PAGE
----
McAuliffe vetoes bill preventing cities from removing Civil War monuments

Gov. McAuliffe vetoes bill preventing cities from removing Civil War monuments
Published: Mar. 10, 2016 at 9:03 PM EST|Updated: Mar. 21, 2016 at 9:10 AM EDT
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RICHMOND, VA (WWBT) - Gov. Terry McAuliffe vetoed a bill on Thursday that prevents cities and local jurisdictions from removing Civil War monuments.

"It's just a slap in the face of veterans serving and who died for the commonwealth. It's just sad," said Barry Isenhour with the Virginia Flaggers.

Isenhour said House Bill 587 was designed to protect all war memorials.

"It's about American veterans' monuments, which are under assault all over this country and apparently he wants to do it here in Virginia," he said.

Last week, House Bill 587 was passed by both the Virginia Senate and House of Delegates that would allow localities to authorize or erect monuments or memorials to 11 wars or conflicts, including the Civil War, or as stated in the bill, "the War Between the States."

It also barred any disturbance or interference with the monuments or prevent their protection, preservation or care, regardless of when they were erected.

The NAACP sent a letter to the governor asking him to veto this bill saying it was "unabashedly disguised" and "unscrupulously forwarded" to his desk. The letter claimed the bill "is an attempt to praise and glorify what the bill's proponents want to call the "War Between the States" (1861-1865)."

The letter went on to describe the war as "an armed rebellion against the Government of the United States" and "an attempt to continue the unglorified commerce of slavery."

"You know localities in Virginia they need the flexibility to get rid of these monuments and to get rid of these symbols of hate. Localities in Virginia need the flexibility to get rid of these monuments and to get rid of these symbols of hate," said Mike Dickinson, who is running for the local 7th Congressional District seat. "If you wave the Confederate flag, that means you are like ISIS. You are against the United States. Supporters of the Confederate flag say many things, but it stood for slavery. It stood for the bedrock principle that white people are better than black people. It stood for those two things."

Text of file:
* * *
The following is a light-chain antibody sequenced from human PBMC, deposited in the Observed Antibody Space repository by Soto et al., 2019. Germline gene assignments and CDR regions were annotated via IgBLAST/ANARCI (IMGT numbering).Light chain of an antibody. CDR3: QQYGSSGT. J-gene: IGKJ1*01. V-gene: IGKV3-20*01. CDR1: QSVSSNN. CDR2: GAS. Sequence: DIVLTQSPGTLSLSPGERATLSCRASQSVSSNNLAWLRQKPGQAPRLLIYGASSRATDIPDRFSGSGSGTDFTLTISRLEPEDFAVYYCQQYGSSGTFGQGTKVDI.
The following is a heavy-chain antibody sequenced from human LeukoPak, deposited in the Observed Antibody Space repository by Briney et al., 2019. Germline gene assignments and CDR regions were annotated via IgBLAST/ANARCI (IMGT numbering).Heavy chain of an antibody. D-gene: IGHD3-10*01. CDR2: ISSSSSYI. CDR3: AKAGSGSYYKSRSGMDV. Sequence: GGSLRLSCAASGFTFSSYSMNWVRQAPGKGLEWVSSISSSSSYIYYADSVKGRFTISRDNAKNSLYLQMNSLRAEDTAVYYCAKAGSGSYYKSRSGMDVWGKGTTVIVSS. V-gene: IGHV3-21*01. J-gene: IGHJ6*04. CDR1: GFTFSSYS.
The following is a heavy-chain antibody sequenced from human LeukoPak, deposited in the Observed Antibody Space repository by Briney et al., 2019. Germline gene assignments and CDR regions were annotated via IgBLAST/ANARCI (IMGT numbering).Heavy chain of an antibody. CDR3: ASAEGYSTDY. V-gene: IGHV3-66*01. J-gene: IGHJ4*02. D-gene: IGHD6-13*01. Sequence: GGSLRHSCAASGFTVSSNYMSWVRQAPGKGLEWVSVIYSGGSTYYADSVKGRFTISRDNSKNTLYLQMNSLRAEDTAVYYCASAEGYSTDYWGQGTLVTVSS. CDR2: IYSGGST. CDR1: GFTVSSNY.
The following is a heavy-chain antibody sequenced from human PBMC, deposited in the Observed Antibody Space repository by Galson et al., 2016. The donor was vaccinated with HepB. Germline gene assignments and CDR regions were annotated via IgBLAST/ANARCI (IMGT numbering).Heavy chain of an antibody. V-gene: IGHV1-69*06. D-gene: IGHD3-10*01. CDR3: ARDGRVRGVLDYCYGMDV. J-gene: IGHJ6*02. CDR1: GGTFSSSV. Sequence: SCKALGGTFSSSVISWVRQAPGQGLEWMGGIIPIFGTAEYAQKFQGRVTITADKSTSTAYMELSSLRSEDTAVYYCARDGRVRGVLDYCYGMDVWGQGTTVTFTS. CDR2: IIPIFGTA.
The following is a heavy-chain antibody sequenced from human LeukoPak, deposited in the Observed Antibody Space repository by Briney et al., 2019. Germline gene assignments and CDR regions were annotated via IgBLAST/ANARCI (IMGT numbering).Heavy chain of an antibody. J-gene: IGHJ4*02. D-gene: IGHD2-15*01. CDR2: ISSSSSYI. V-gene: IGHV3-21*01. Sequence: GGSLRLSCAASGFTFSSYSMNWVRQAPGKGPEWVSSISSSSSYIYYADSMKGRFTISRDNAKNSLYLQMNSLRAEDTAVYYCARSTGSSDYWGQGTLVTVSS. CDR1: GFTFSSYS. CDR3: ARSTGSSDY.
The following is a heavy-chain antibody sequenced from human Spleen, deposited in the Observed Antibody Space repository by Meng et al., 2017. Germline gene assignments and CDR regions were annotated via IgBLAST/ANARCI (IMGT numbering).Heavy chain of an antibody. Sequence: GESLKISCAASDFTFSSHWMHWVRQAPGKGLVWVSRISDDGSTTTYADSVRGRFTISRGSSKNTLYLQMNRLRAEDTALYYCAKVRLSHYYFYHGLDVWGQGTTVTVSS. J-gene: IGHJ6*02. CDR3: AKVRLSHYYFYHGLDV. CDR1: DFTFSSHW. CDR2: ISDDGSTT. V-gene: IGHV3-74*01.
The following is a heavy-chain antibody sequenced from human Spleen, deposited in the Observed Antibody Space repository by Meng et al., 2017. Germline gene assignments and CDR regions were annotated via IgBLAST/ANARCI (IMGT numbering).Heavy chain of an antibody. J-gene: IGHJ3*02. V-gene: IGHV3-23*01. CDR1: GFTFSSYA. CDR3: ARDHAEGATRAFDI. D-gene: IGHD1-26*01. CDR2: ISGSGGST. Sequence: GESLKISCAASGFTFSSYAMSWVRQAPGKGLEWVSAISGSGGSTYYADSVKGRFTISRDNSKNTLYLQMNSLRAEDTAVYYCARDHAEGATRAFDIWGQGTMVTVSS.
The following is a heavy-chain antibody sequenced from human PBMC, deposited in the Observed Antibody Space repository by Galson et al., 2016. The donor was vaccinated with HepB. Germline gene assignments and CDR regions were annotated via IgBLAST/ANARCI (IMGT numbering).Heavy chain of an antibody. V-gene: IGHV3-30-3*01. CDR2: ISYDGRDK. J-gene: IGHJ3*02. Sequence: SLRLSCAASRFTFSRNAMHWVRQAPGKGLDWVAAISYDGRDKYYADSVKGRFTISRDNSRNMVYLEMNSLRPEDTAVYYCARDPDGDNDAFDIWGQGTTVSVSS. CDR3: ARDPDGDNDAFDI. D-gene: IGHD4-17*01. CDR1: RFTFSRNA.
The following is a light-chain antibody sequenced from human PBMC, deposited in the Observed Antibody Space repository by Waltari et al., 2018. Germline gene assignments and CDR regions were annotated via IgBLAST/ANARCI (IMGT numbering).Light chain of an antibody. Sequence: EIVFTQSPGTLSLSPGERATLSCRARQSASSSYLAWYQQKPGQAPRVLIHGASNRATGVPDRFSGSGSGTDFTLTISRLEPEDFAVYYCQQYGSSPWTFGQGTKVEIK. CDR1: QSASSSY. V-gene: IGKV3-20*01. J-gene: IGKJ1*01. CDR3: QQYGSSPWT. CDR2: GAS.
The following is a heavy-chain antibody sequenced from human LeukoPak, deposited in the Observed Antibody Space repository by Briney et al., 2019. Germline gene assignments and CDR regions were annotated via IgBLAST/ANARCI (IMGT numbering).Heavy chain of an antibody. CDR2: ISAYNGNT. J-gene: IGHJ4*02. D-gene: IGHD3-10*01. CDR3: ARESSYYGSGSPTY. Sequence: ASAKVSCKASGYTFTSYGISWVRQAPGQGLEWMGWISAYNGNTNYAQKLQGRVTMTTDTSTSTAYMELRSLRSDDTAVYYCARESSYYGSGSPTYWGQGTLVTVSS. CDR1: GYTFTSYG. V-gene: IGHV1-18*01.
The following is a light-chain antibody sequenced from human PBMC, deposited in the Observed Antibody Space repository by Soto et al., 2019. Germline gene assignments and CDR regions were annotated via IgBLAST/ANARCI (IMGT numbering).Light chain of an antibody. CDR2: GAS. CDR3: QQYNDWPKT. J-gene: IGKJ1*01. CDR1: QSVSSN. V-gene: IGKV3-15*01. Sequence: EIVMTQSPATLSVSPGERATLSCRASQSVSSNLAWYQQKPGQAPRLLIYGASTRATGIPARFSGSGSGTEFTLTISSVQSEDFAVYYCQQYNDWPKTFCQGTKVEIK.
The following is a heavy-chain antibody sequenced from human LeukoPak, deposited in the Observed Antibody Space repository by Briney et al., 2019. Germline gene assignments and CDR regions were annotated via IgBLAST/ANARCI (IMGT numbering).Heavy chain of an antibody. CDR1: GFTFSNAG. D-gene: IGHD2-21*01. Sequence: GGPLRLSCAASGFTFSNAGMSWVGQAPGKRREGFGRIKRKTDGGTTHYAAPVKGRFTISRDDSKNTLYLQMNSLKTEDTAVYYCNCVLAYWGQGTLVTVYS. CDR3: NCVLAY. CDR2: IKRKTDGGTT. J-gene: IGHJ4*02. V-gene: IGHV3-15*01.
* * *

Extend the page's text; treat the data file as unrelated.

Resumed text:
McAuliffe released a statement saying:

The rich history of our Commonwealth is one of our great assets. My administration strongly supports historic preservation efforts, including the preservation of war memorials and monuments. However, this legislation would have been a sweeping override of local authority over these monuments and memorials including potential ramifications for interpretive signage to tell the story of some of our darkest moments during the Civil War.

There is a legitimate discussion going on in localities across the Commonwealth regarding whether to retain, remove, or alter certain symbols of the Confederacy. These discussions are often difficult and complicated. They are unique to each community's specific history and the specific monument or memorial being discussed. This bill effectively ends these important conversations.

I am committed to supporting a constructive dialogue regarding the preservation of war memorials and monuments, but I do not support this override of local authority.

Accordingly, I veto this bill.

The governor also directed Secretary of Natural Resources Molly Ward, the former Mayor of Hampton, to form a work group with the Department of Historic Resources to begin a dialogue and study best practices about how to balance the preservation of history with, what he calls, legitimate concerns many Virginians have about certain types of monuments and memorials.

The measure passed the Senate this week on a 21-17 vote.

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